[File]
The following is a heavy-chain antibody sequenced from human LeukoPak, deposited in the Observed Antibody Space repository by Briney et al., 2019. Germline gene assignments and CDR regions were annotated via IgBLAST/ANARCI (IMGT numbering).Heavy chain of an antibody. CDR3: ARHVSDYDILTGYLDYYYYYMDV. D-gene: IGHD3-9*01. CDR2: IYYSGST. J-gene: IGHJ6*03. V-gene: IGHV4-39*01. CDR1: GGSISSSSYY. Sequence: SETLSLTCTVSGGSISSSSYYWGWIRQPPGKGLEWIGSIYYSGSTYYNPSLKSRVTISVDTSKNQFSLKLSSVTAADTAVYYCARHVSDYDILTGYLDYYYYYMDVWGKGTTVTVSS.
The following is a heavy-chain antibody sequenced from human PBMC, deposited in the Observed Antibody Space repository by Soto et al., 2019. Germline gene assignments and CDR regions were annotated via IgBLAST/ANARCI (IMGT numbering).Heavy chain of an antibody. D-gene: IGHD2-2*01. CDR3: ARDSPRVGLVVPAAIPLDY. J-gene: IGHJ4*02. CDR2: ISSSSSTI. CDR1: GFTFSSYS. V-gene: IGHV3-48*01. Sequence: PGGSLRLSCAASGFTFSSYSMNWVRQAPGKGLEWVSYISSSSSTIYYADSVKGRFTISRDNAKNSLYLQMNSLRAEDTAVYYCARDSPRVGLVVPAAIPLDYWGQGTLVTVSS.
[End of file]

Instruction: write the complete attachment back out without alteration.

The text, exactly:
The following is a heavy-chain antibody sequenced from human LeukoPak, deposited in the Observed Antibody Space repository by Briney et al., 2019. Germline gene assignments and CDR regions were annotated via IgBLAST/ANARCI (IMGT numbering).Heavy chain of an antibody. CDR3: ARHVSDYDILTGYLDYYYYYMDV. D-gene: IGHD3-9*01. CDR2: IYYSGST. J-gene: IGHJ6*03. V-gene: IGHV4-39*01. CDR1: GGSISSSSYY. Sequence: SETLSLTCTVSGGSISSSSYYWGWIRQPPGKGLEWIGSIYYSGSTYYNPSLKSRVTISVDTSKNQFSLKLSSVTAADTAVYYCARHVSDYDILTGYLDYYYYYMDVWGKGTTVTVSS.
The following is a heavy-chain antibody sequenced from human PBMC, deposited in the Observed Antibody Space repository by Soto et al., 2019. Germline gene assignments and CDR regions were annotated via IgBLAST/ANARCI (IMGT numbering).Heavy chain of an antibody. D-gene: IGHD2-2*01. CDR3: ARDSPRVGLVVPAAIPLDY. J-gene: IGHJ4*02. CDR2: ISSSSSTI. CDR1: GFTFSSYS. V-gene: IGHV3-48*01. Sequence: PGGSLRLSCAASGFTFSSYSMNWVRQAPGKGLEWVSYISSSSSTIYYADSVKGRFTISRDNAKNSLYLQMNSLRAEDTAVYYCARDSPRVGLVVPAAIPLDYWGQGTLVTVSS.